Yesterday, the FDA’s Cardiovascular and Renal Drugs Advisory Committee (CRDAC) voted 10-1 in favor of approval for Merck’s vorapaxar sulfate (vorapaxar, proposed name, “Zontivity”) for the reduction of atherothrombotic events in patients with a history of myocardial infarction (MI) but no history of stroke or transient ischemic attack (TIA) (i.e. ‘mini-strokes’).
Yesterday, the FDA’s Cardiovascular and Renal Drugs Advisory Committee (CRDAC) voted 10-1 in favor of approval for Merck’s vorapaxar sulfate (vorapaxar, proposed name, “Zontivity”) for the reduction of atherothrombotic events in patients with a history of myocardial infarction (MI) but no history of stroke or transient ischemic attack (TIA) (i.e. ‘mini-strokes’). Merck is seeking approval with an indication that explicitly excludes patients with a history of stroke.
Vorapaxar is an orally-active protease-activated receptor 1 (PAR-1) inhibitor that targets thrombin-induced platelet activation. It works by preventing blood cells, or platelets, from clumping together and forming clots in the arteries, which can lead to heart attacks.
Other anti-platelets include aspirin and Plavix (Bristol-Myers Squibb), but they do not specifically inhibit PAR-1 as vorapaxar does.
Vorapaxar was found by panelists to have greater benefit than risk as it would reduce the chance of further heart problems in people who have suffered a recent heart attack. However, they agreed with the company that the drug should not be used in patients with a history of stroke, since there was an increased risk of bleeding in the brain in this group of patients.
Each year about 190,000 Americans have a second heart-related event, according to Merck. Standard therapy to prevent a second episode often includes treatment with aspirin and Plavix. Vorapaxar would be given in addition to standard treatment.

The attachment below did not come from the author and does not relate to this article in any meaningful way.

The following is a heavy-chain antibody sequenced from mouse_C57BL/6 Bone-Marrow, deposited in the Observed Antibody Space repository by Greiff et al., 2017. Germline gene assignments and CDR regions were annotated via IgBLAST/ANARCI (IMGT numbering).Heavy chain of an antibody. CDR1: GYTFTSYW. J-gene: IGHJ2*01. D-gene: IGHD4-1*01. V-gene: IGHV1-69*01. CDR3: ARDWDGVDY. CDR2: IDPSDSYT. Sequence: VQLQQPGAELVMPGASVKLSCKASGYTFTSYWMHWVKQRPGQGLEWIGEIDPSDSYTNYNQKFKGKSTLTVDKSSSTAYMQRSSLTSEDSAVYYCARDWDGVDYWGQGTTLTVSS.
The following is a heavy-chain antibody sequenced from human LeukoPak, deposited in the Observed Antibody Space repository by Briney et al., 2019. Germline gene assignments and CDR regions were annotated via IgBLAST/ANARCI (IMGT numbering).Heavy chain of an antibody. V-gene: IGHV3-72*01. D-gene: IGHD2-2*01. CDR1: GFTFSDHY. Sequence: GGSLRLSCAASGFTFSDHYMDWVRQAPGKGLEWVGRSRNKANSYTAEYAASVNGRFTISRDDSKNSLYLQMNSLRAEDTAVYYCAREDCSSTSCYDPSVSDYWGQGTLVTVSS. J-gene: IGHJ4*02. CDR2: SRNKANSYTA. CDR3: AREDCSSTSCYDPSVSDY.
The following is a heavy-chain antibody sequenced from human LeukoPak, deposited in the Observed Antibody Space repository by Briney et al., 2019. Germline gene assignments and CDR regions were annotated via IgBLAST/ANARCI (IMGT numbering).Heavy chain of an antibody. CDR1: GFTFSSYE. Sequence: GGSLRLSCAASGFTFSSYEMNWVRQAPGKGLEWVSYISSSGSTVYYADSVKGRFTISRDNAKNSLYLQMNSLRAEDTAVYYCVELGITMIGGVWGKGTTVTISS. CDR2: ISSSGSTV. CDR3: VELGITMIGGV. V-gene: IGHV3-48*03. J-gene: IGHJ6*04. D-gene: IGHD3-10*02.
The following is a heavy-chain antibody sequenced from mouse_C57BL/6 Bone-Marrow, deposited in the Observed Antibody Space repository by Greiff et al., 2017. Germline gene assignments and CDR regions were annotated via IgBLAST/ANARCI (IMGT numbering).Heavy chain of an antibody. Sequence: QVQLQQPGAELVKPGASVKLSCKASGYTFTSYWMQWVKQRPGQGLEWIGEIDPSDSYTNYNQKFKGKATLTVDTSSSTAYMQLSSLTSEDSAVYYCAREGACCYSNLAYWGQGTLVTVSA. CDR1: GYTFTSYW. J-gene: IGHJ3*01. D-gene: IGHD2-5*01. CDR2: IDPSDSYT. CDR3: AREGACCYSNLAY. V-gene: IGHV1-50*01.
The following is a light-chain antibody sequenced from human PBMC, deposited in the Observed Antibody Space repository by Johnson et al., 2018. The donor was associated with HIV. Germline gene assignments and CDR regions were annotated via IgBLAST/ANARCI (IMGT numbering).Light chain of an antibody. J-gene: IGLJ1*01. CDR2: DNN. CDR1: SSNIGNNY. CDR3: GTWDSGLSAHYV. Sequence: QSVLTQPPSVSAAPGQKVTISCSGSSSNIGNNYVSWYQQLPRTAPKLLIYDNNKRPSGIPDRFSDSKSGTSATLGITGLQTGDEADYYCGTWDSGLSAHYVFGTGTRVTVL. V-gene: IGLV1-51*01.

Reviewers were asked to assess the tradeoff between the drug’s efficacy and risk. They weighed evidence from two large, randomized trials, TRA-2P and TRACER. TRA-2P enrolled 26,499 patients with either a prior MI, prior ischemic stroke or established peripheral artery disease. TRACER included almost 13,000 patients with acute coronary syndrome without segment elevation myocardial infarction (STEMI) within 24 hours of presenting at the hospital.
Both trials experienced some setbacks. TRACER was terminated early because of major bleeding in the vorapaxar group. In TRA-2P, patients with a history of stroke were terminated early while the other groups continued.
Nonetheless, panelists noted that TRA-2P results were “robust.” They showed vorapaxar reduced the risk of cardiovascular death, MI or stroke compared to placebo, but had a higher rate of bleeding (1 percent vs. 0.5 percent).
“I think this drug addresses a real unmet medical need,” said Dr. Philip Sager, consulting professor of medicine at Stanford University School of Medicine.
The vote followed a positive analysis by reviewers for the FDA, whose report, published on Monday, also recommended the drug be approved.
Still, Dr. Sanjay Kaul, a cardiologist and professor at UCLA School of Medicine who voted in favor of approval, urged the FDA to “do its due diligence” around the bleeding risk.
Merck has proposed that the drug’s label urge caution when prescribing the drug for patients who weigh less than 60 kilograms (132 lbs) since the risk of bleeding in these patients appears to be higher than in heavier patients. Panelists could not reach a consensus recommendation on how lower-weight patients should be treated. Representatives from the FDA said they will continue to discuss the matter before making their final ruling.
Dr. Daniel Bloomfield, who leads Merck’s cardiovascular research, stated that “We look forward to working with the FDA as it completes its review.”
The FDA is not bound by the CRDAC’s decision but normally follows its recommendation.
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